At my job, 200 miles away, a job I worked so hard to fit myself into, I’m the only single parent, the only one with biracial
children. I don’t own a house or a lawnmower. I can’t participate in their endless discussions of yard waste. I cringe inwardly
when my co-workers issue frequent blanket condemnations of the people on welfare.
I don’t tell them about my past, the life I lived in filthy tenements raising little brown children on food stamps and free school
lunches . I don’t know how much my middle-class co-workers suspect about me, but I feel clothed in shame nearly every day.
This is an affluent church. The congregation is well dressed. They’re collecting information to develop their own credit union.
Definitely not the type of people Al grew up with.
Al’s life intersected with mine when we both were torn between our loyalties to the lives we lived and the desparate need to rise
up out of them. One Christmas Eve, I went with Al to deliver an old man to his negligent daughter on the southside. We drove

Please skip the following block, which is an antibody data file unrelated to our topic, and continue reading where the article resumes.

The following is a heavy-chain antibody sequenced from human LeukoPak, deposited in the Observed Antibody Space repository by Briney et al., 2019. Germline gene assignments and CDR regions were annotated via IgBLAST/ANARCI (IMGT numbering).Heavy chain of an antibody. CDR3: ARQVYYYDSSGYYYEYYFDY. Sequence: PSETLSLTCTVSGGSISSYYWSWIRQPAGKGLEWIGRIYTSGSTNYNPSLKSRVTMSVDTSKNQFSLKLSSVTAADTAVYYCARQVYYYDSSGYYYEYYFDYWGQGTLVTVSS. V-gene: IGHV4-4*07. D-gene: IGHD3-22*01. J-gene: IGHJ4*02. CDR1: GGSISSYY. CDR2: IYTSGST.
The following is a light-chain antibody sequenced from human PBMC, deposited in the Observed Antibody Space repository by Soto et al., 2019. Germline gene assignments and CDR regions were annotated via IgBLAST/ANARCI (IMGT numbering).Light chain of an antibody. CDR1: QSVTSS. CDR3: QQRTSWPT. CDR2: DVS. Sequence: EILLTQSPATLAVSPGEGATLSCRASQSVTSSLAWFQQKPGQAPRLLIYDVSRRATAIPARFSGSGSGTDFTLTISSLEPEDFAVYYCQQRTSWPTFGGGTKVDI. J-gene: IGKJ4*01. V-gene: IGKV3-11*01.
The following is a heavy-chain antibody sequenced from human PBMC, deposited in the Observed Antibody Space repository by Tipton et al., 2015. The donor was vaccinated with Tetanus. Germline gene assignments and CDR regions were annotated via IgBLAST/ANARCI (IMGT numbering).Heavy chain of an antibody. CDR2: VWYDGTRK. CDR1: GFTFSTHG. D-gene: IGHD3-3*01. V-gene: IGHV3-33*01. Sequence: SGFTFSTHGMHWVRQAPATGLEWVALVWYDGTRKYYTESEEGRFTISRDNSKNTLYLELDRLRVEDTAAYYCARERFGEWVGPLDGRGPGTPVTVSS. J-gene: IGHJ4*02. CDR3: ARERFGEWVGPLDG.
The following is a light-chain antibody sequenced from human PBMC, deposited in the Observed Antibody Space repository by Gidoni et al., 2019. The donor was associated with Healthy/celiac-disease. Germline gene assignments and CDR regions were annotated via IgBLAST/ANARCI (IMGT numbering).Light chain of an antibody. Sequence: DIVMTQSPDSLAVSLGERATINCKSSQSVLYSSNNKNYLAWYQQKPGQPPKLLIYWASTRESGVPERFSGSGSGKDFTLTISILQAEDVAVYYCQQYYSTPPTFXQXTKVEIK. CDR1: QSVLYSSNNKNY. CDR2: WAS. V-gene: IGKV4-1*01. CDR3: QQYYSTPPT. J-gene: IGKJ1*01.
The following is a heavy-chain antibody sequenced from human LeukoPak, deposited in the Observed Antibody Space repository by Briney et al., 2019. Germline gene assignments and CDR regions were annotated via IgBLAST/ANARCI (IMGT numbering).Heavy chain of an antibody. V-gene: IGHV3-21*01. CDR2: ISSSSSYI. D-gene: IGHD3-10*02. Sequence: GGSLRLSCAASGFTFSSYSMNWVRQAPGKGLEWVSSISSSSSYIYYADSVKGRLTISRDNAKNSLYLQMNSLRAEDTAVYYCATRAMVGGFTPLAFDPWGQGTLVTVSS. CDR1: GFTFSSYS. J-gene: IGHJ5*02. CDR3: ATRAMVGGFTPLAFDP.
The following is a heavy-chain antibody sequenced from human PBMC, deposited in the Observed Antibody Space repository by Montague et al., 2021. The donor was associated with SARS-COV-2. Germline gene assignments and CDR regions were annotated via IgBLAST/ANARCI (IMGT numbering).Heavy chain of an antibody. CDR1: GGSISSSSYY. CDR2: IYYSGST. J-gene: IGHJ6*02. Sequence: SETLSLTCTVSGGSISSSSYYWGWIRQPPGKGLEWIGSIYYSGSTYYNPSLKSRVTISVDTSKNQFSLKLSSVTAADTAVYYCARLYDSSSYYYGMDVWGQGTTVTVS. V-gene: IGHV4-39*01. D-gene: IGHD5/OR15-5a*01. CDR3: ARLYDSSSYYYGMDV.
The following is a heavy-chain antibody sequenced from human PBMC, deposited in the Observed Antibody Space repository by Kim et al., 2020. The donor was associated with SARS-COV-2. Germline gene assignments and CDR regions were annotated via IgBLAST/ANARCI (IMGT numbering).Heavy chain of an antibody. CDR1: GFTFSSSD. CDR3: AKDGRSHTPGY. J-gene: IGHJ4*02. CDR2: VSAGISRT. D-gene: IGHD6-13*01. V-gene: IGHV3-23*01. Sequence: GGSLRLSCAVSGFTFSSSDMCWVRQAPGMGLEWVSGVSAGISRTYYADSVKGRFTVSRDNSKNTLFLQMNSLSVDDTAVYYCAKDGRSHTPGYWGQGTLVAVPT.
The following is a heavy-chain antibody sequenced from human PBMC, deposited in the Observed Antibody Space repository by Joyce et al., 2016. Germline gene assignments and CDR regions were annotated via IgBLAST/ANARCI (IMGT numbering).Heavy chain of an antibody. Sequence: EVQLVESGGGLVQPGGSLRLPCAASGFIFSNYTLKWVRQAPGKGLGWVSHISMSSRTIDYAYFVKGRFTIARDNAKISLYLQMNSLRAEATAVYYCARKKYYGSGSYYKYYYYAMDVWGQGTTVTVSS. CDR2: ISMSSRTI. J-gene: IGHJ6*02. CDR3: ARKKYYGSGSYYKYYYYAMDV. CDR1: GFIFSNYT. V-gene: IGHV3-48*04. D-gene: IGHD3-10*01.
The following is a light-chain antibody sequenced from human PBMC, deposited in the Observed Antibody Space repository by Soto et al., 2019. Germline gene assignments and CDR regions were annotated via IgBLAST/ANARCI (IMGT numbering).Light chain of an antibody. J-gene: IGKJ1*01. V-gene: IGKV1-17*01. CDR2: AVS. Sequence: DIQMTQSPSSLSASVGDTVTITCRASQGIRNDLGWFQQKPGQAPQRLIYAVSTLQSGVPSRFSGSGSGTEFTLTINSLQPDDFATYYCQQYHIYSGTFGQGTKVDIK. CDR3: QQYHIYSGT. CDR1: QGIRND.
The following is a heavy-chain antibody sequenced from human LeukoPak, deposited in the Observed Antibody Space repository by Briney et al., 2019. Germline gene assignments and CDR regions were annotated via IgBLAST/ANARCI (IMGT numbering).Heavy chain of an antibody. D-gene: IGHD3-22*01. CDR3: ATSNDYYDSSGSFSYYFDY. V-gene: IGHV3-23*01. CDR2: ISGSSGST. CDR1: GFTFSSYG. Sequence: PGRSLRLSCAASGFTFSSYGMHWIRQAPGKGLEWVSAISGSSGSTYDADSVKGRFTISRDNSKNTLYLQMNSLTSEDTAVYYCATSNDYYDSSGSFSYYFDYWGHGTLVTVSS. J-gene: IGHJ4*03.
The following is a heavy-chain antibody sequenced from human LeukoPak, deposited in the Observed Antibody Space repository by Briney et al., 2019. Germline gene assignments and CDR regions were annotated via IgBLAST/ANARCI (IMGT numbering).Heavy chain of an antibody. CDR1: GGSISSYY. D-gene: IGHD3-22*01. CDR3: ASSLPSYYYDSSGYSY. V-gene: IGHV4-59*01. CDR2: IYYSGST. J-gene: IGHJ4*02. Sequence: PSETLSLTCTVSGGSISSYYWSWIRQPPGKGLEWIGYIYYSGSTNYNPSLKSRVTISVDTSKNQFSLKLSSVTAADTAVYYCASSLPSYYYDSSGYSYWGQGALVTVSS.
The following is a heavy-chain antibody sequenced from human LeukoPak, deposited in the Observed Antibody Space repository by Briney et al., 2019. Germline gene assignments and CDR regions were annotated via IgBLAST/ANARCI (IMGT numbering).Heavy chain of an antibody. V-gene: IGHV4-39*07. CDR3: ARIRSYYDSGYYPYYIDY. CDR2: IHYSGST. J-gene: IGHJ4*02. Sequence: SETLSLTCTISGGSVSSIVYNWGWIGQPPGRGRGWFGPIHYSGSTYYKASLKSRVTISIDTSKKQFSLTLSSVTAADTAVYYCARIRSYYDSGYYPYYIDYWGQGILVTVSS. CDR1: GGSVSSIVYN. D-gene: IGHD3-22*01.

past the housing project where Al had grown up and the streets where he’d first discovered alcohol and drugs. Al pointed out
landmarks of his early life with a mixture of wistfulness and wonder.
My son Jonah was six years old when we first met Al. Jonah had heard somebody, probably Al himself, say that Al was an
alcoholic. It didn’t’ make sense to Jonah. Where we lived, the alcoholics were obvious, stumbling and falling in the grimy
streets, leaving pools of steaming urine on the sidewalks on cool spring mornings. Al was clean and kind with a broad, white
smile in his dark, dark face. “Are you an alcoholic?” Jonah wanted to know. “Of course,” said Al. He had ridded his life of shame
along with the alcohol.
“Is that why they call you Al?” Jonah asked him.
Al had questions for Jonah, too. “Can you read?” Al asked Jonah. Jonah was indignant. We hadn’t yet diagnosed his reading
disability but Jonah already knew that becoming a reader, for him, was not going to be easy. He didn’t like Al’s casual